I’m getting ready to fly to the U.S. tomorrow. This visit will be a mix of business and play, and I’m so excited.
I’m also anxious. It’s not easy to live so far from home. I worry that I won’t be able to see all the people I want to see and do everything I want to do.
Plus, it’s just emotional – I long to fill up on all the things I’ve missed of home. Hugs from my family. That mossy Oregon forest.
There is nothing like an impending 15-hour flight to remind me that I’m about to enter Transition.
We all experience moments of transition throughout our lives. For some of us, it's something we experience occasionally, say every couple of years. Changing jobs, getting a new boss, moving house, or ending a relationship.
For others, transition is a recurring feature of life. Certain lifestyles are full of transition. For example, for those of us who live or work abroad and often switching quickly between locations and cultures.
Some jobs are also filled with transition. Teachers, for example, are definitely feeling it this week. Many were just plunged from a relaxed summer schedule to one that runs on ringing bells. Plus, all the kids in their classes are in the midst of their own back-to-school transition, as are their parents.
What’s important about transition?
It can be pretty tough.
There’s the jangle of nerves: a mix of excitement and anxiety.
There’s expectation: equal parts of hope and wariness about the potential in something new.
Finally, there’s adaptation to the reality of what all really goes down.
Entering a period of transition can feel like pushing off your boat from the dock, heading out into open water. Maybe the waters will be calm and peaceful, the breeze gentle. Or maybe you’ll hit a tempest, find yourself thrown topsy-turvy, feeling positively ill.
Maybe the toughest part of transition is leaving the safety of shore and having to cope with whatever comes your way.
If you’re in the midst of transition, here are my top three tips on how to take good care of yourself:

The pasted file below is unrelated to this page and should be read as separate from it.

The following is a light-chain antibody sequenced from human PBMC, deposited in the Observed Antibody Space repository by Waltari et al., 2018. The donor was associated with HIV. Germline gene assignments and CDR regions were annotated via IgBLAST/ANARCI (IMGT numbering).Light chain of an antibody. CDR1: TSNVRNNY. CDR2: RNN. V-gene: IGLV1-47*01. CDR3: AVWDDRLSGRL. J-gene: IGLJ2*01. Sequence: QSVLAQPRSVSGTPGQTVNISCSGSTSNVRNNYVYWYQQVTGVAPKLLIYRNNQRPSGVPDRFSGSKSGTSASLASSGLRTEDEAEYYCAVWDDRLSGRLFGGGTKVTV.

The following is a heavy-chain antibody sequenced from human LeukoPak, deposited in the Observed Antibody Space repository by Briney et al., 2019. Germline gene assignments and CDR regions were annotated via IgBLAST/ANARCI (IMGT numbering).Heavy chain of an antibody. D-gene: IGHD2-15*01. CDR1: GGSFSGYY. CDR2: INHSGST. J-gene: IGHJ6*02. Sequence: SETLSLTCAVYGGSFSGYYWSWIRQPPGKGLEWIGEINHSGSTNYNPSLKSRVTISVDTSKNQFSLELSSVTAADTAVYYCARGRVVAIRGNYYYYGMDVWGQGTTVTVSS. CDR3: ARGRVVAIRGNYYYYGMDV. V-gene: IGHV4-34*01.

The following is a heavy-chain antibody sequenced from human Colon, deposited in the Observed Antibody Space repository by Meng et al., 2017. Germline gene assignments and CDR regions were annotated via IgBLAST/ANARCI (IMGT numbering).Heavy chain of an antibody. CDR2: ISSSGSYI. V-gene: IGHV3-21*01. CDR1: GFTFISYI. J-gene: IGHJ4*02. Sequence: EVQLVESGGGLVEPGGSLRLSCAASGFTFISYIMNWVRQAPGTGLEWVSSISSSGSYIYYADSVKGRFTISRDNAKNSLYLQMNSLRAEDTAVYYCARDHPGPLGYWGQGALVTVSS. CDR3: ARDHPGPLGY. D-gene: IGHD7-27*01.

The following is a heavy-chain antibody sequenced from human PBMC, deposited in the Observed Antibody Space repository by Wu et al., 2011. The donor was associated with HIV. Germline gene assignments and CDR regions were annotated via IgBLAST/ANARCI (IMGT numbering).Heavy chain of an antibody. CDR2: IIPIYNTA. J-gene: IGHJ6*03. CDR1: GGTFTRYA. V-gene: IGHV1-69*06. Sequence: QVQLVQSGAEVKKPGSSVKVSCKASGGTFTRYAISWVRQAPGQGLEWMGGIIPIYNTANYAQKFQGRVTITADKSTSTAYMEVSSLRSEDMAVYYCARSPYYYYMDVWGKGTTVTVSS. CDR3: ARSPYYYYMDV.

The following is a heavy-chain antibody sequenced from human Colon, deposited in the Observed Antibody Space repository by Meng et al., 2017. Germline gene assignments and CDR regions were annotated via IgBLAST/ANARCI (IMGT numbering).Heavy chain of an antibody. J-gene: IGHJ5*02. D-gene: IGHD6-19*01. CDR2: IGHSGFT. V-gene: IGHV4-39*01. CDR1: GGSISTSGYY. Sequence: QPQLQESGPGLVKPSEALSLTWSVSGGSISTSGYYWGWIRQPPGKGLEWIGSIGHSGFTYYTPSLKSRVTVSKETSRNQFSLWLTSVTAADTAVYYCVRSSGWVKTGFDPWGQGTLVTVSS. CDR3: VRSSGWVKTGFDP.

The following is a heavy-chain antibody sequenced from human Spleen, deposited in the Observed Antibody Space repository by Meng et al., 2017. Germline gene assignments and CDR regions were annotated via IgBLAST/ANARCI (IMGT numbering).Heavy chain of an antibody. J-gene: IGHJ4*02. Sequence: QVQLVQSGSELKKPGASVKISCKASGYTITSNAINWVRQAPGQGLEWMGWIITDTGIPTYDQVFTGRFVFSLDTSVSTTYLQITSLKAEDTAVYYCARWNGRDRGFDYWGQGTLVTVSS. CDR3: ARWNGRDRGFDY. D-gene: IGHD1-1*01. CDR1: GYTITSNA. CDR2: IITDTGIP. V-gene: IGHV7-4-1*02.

1. Instead of saying, “I’m so stressed!” say “I’m excited!” A study reported in The New York Times actually found that you can reduce your anxiety by reframing emotions as excitement rather than stress.
I’ve experimented with this tip for a while now, and it’s helped me gain a new awareness that while transition does bring up many emotions – they are not all negative, as I used to assume.
Think about the last time you had to give an important presentation for work. Maybe you were stressed, and for good reason: a short timeline to prepare, a big audience, plus travel to the conference venue. Yet behind all that, wasn’t there also a thrill in pushing yourself with this challenge? Pride at being the one picked to speak? Excitement about doing a great job?
Every emotional whirlwind, I’ve learned, has a pretty big share of positive emotions that can be enjoyed instead of feared.
2. Anchor yourself with a mini-routine. Many of us find safety and comfort in routine. Transitions shake up our routines, which can leave us feeling distressed and harried. If this sounds like you, identify one or two activities you can do every single day (no matter what) to help ground you.
With clients (and in my own life), I regularly see that exercise is the best activity to maintain in transition. So make sure to pack your running shoes on your next trip. Or when you have a new job or schedule, religiously set aside the time you need for a workout. Exercise has so many benefits; do not give it up!
Other common examples are to eat a healthy breakfast, get enough sleep, or keep up yoga or meditation.
3. Take a “Power Hour.” Set aside an hour each day – morning is especially effective – that is just for you. Do whatever will renew or nourish you in this hour.
Introverts can especially benefit from this practice. Transitions often involve lots of new (or intense) social interactions that can be especially draining to introverts. Use your Power Hour as the time alone to recharge and get ready for a new day.
A Power Hour can be a time to meditate, journal, read, call a good friend, prepare for the day, eat a leisurely breakfast, or spend time in nature.
I’m planning to put several of these tips to use myself as I get ready to switch over from laid-back Catalan farm life to speedy, bubbling U.S. city life.
I always liked the term “culture shock.” Especially when I went to live in another country for the first time at age 16, I liked knowing that it was so normal to struggle with this big transition that there was a name for it. It was okay to feel this way. It might take time to adjust.
Yet in other parts of our lives, we don’t have “back-to-school shock” or “back-from-vacation shock,” “new job shock” or “just-retired shock.”
With that in mind, here’s my last piece of advice about managing transition: Cut yourself some slack. Realize that if you’re struggling, it’s because this change is asking a lot extra of you.
So build in some downtime, lower your expectations. You’ll get adjusted soon – just take good care of yourself in the meantime.
Are you in the midst of a transition? What has been helping you to adjust and keep steady? Share it below.